Self Improvement

Beginner

Supplies: paper, drawing utensils

  1. Ask the student to draw something from real life. Good examples are buildings, a family, a vehicle. The item should be reasonably complex, and not an abstract object like a circle or cloud.
  2. Ask the student to describe the object in more detail than what is in the drawing. For example, if the student draws a generic family member, ask what color shirt the father is wearing. If the student draws a car, ask how many wheels (if the student understands numbers) the car has.
  3. Ask the student to add to the drawing to incorporate the new detail. In the examples above, the student would color the father’s shirt or draw a fourth wheel.
  4. Ask the student to make a brand new drawing of the same object. Ask the student to remember the new detail to draw. Gently remind the student if the student forgets.
  5. Repeat steps 1-4 for other topics as many times as desired.
  6. Extra credit. If the student has completed the [Making Choices module], at the end of the session, ask the student to compare each pair of drawings and pick the better one. Ask the student to give a reason for each choice.

Intermediate

Supplies: paper, drawing utensils

  1. The outline is the same for intermediate students. However, the student should be encouraged to select more complex topics to draw, such as events or scenes, that incorporate many details. An example would be a recent birthday party. There are many more complex details to include and question the student about, such as the number of guests, the types of presents, color of the cake, and so on.
  2. Repeat with additional topics as many times as desired.
  3. Extra credit. If the student has completed the [Accurate Communication module], ask the student to evaluate each final picture for accuracy. The student should name three details that are accurate and three details that are inaccurate for each picture.

Advanced

Supplies: paper, drawing utensils, online resources (optional)

  1. Ask the student to pick something to draw where the student can use a model as a guide. For example, the student could draw an object such as a television or flower that is sitting in front of him or her. The student could also find a picture of a celebrity online to use as a model.
  2. Ask the student to draw the topic of choice as realistically as possible, remaining as close to the original model as possible. Drawings can be black and white or color.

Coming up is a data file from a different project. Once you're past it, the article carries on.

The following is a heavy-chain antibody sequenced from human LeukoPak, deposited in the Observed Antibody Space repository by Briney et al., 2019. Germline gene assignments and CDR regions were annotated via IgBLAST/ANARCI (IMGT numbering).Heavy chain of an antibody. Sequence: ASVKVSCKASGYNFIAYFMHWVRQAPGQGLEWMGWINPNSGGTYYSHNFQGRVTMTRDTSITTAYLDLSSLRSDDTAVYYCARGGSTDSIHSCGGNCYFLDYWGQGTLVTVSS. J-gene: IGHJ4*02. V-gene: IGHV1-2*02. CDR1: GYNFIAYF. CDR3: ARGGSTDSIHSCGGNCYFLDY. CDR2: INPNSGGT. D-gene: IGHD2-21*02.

3. Ask the student the list at least three specific ways the drawing can be improved. The suggested improvements should be concrete and actionable, not general descriptions. For example, “make the drawing more realistic” is too general, while “draw the correct number of petals on the flower” is actionable. Be sure to make the distinction between actionable points and general points.
  4. Ask the student to make a new drawing incorporating at least three of the previously suggested improvements.
  5. Ask the student to make at least three more specific suggestions for the revised drawing. If extra suggestions from the previous round were not incorporated, they may be used here.
  6. Ask the student to make one more drawing incorporating at least three of the new suggestions.
  7. Ask the student to compare the first and third drawing. Ask the student to provide as many SPECIFIC reasons as possible why one drawing is better than the other. Then, ask the student to provide GENERAL reasons why one drawing is better than the other. General reasons could be better accuracy with details or improved light and shading, for example. Ask the student what he or she would need to improve the most to make a more realistic drawing.
  8. Repeat the exercise as desired.
  9. Extra credit. Ask the student to get feedback on the drawings from at least one other individual besides the teacher. The individual could be another family member or a friend. Ask the individual to name the three best details of each drawing. Have the student write down the list of best details. Now have the student make a list of details that they spent the most time drawing. Ask the student to compare these lists. How well do they correspond?

 

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